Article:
FIGURE 10. Seasonal evolution of Latent Heat Flux (LE) response to the 2003 heat wave for simulations QB, QS, C6 (as compared to FLUXCOM). The 2003 season starts at the top row, with the April 2003 monthly mean response, and ends in August 2003, with the monthly mean response. Units: W m−2.
FIGURE 11. Seasonal evolution of available soil moisture response to the 2003 heat wave in all simulations, as compared to CTL. The 2003 season starts at the top row, with the April 2003 monthly mean response, and ends in August 2003, with the monthly mean response. ß is unitless.
Figure 11 reveals a soil moisture evolution for 2003 that mostly explains the above results for GPP and latent heat. Simulation QS is increasingly accumulating soil moisture in the soil, in a rather linear way, from April to August, but this is then reflected in too strong a limitation of transpiration, thus latent heat, as will be shown in Figure 12. Simulation C6 is closest to CTL, and demonstrates a neutral response to the soil moisture stress, despite having achieved the best performance in terms of the simulation of GPP in Figure 9. Simulation QM (not shown) responds as an enhanced QS: starting from already dry conditions, it develops a seasonally increasing drying in the soil, which is compatible with too liberal a use of soil moisture, e.g., for Eastern Europe in spring and summer.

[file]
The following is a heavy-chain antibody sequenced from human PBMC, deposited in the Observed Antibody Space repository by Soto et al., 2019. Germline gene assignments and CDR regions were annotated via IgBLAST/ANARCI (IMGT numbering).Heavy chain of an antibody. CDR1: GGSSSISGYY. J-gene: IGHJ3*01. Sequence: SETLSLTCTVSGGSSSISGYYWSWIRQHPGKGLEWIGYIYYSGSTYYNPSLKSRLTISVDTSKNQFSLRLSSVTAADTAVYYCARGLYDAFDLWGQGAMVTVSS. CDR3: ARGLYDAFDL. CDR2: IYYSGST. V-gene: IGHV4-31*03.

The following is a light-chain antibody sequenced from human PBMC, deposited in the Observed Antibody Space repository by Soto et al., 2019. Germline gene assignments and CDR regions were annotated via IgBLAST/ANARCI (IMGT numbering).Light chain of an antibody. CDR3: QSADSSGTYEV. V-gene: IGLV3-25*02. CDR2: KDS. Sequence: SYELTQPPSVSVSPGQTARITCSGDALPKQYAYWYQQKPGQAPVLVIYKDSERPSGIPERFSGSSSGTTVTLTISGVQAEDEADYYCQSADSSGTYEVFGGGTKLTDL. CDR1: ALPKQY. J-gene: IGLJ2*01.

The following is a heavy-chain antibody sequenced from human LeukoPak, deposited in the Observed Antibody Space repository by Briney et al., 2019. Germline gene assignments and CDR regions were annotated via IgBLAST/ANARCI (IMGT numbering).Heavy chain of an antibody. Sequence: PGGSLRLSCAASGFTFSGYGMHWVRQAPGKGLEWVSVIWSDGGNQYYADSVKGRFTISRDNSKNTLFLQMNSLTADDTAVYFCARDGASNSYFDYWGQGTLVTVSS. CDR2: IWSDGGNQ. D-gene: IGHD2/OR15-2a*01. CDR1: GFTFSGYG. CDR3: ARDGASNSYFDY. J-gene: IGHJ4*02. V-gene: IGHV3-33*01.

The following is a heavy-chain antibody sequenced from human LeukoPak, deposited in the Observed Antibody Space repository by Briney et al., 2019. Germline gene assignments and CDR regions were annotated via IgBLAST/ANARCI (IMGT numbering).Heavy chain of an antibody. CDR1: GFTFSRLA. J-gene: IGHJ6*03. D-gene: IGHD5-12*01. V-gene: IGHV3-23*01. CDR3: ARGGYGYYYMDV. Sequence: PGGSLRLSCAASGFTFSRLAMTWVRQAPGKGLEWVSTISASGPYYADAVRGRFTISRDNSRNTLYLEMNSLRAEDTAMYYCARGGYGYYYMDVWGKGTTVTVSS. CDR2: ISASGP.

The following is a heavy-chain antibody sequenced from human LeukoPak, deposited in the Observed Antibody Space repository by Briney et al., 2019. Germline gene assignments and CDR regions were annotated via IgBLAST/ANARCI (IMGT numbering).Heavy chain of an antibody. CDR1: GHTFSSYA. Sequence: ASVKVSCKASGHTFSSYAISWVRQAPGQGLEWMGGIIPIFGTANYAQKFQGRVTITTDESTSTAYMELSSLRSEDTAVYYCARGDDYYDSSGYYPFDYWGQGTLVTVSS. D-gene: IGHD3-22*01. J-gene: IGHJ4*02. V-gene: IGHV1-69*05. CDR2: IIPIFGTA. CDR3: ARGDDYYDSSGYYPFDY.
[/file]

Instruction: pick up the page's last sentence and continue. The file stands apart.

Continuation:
FIGURE 12. Seasonal evolution of ecosystem Water Use Efficiency (eWUE) for simulation CTL, followed by the difference between each simulation (QB, QS, C6), and CTL. Units are g C per kg of H20.
Comparison of Ecosystem Water Use Efficiency
Figure 12 shows a comparison of ecosystem water use efficiency (eWUE, calculated here from NPP and evapotranspiration at grid-box level) for the year 2003, one of the key years identified in Peters et al. (2018), as a seasonal evolution. It is clear that, as early as April, a large area of Europe experienced high eWUE, as the atmosphere was clear and net radiation abundant, but springtime soil moisture was already starting to become depressed, as was seen in Figure 11. As the season evolved, and assimilation (A) dropped due to increased plant water stress, particularly for the southern part of the domain, differences start to become obvious for the treatments involving a stomatal conductance route: QS and C6 show a clear advantage over the entire 45–60 latitude band, from May to August. This is quite easy to explain for simulation QS, which showed a large 2003 soil moisture surplus when compared to the other simulations, but more subtle for simulation C6, which shows virtually no change in soil moisture when compared to CTL, and even to QB. The C6 response must then be explained by changes in carbon assimilation, which must have become more efficient. It remains to be seen whether this advantage represents a realistic response, by further verification against observations.